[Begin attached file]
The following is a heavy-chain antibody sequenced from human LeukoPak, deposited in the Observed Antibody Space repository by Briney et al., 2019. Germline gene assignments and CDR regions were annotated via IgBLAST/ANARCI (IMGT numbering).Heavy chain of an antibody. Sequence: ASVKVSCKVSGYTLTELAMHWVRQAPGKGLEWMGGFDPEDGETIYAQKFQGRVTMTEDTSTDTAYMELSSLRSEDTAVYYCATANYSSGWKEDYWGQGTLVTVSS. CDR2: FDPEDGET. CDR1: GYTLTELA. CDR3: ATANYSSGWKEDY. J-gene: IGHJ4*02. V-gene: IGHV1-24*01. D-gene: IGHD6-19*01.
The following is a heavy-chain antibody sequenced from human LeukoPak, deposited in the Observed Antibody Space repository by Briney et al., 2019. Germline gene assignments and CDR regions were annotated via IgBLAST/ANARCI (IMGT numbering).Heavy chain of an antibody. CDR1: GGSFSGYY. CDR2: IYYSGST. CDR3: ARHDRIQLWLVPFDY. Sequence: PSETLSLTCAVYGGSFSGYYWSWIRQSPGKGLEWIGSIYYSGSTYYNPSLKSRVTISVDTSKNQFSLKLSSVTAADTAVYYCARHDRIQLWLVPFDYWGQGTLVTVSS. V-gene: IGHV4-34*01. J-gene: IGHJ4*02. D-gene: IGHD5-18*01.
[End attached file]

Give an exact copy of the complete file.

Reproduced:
The following is a heavy-chain antibody sequenced from human LeukoPak, deposited in the Observed Antibody Space repository by Briney et al., 2019. Germline gene assignments and CDR regions were annotated via IgBLAST/ANARCI (IMGT numbering).Heavy chain of an antibody. Sequence: ASVKVSCKVSGYTLTELAMHWVRQAPGKGLEWMGGFDPEDGETIYAQKFQGRVTMTEDTSTDTAYMELSSLRSEDTAVYYCATANYSSGWKEDYWGQGTLVTVSS. CDR2: FDPEDGET. CDR1: GYTLTELA. CDR3: ATANYSSGWKEDY. J-gene: IGHJ4*02. V-gene: IGHV1-24*01. D-gene: IGHD6-19*01.
The following is a heavy-chain antibody sequenced from human LeukoPak, deposited in the Observed Antibody Space repository by Briney et al., 2019. Germline gene assignments and CDR regions were annotated via IgBLAST/ANARCI (IMGT numbering).Heavy chain of an antibody. CDR1: GGSFSGYY. CDR2: IYYSGST. CDR3: ARHDRIQLWLVPFDY. Sequence: PSETLSLTCAVYGGSFSGYYWSWIRQSPGKGLEWIGSIYYSGSTYYNPSLKSRVTISVDTSKNQFSLKLSSVTAADTAVYYCARHDRIQLWLVPFDYWGQGTLVTVSS. V-gene: IGHV4-34*01. J-gene: IGHJ4*02. D-gene: IGHD5-18*01.